Commercial Closet Association

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Commercial Closet Association
Merged intoGLAAD
Formation2001; 22 years ago (2001)
FounderMichael Wilke
DissolvedMay 7, 2008; 14 years ago (2008-05-07)
TypeNon-profit organization
PurposeEducation on LGBT representation in advertising and media

The Commercial Closet Association (CCA) was a New York City based non-profit organization, founded in 2001[1] to provide "training and best practices on the representation of" the lesbian, gay, bisexual and transgender (LGBT) community.[2] It hoped to affect the $1.1 trillion annual worldwide advertising market ($128 billion in the US alone).[3] Its board announced its closure in 2009 after merging with the Gay & Lesbian Alliance Against Defamation (GLAAD).[2]

The Association's programs targeted at the business and advertising industries included advertising training, an online Ad Library, Best Practices guidelines, a monthly LGBT advertising issues column, and the annual Images in Advertising Awards event to honor excellence of LGBT portrayals in advertising.[4][5]

The organization targeted marketing and ad agency corporate officers and executives, university students/professors, the media, and consumers, aiming to make future advertising more inclusive and positive by contacting advertising and image creators in order to educate them directly.[citation needed]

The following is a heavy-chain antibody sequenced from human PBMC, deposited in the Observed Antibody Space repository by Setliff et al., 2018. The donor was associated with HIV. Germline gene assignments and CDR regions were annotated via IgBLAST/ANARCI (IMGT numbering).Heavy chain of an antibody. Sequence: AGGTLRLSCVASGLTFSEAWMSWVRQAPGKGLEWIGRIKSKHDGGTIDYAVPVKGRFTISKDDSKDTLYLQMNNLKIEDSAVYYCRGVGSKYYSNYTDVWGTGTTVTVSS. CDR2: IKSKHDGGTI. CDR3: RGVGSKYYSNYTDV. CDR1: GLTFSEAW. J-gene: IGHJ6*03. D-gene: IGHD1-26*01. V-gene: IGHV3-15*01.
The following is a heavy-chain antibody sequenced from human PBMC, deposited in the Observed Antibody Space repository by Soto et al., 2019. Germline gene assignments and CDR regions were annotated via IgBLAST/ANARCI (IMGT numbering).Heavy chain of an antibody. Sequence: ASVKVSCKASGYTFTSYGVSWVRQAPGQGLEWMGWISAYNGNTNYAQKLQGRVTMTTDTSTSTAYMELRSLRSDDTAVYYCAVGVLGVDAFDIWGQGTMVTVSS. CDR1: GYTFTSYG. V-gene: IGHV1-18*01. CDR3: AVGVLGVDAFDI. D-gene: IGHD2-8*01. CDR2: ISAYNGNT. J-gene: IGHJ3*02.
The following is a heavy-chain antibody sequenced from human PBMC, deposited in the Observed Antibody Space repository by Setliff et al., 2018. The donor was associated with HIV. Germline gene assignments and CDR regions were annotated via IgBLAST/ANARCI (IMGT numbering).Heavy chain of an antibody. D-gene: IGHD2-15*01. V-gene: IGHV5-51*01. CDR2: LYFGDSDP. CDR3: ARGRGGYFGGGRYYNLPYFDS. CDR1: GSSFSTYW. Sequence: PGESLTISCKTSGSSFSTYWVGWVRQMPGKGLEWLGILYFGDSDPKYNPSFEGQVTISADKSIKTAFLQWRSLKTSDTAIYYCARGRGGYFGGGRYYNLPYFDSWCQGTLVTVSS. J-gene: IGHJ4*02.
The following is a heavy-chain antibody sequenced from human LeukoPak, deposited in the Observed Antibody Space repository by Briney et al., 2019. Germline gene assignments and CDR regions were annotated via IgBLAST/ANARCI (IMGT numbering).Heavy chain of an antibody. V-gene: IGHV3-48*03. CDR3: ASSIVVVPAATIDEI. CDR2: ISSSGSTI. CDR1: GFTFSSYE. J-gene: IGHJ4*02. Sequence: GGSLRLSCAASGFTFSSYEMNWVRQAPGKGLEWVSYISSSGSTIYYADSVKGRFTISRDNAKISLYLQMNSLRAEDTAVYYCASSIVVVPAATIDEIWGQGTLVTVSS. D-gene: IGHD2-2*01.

The CCA stated it was not pressure group or advertising watchdog, instead aiming to educate advertisers.[6] Its programs focused on raising industry awareness of the issues of homophobia and transphobia in mainstream advertising; some of its efforts were created in conjunction with the Association of National Advertisers, the American Association of Advertising Agencies, New York politicians like Thomas Duane, and major advertising agency executives.[7] After the merger, GLAAD received the Ad Library, training resources, online materials, and the company's name.[2]

The CCA Ad Library is an online collection of 4,000+ LGBT-themed ads from over 33 countries and hundreds of companies and ad agencies[8] since 1917. It contained "video clips, still photo storyboards, descriptive critiques, and indexing to more than 600 television and print media ad representations," sortable by various statistics and also by overall depiction or message about gayness, "categorized as vague, neutral, positive, or negative."[9] The site includes ratings, consumer feedback, Advertising Best Practices, and other resources.[citation needed]

The Best Practices guidelines outlined how to create respectful ad representations of LGBT people to be used as part of advertising training.[citation needed]

Each year, the organization seeded 40-50 press stories and conducted worldwide advertising tracking and analysis of LGBT representations, complete with ratings and visitor feedback.[10][11][12][13]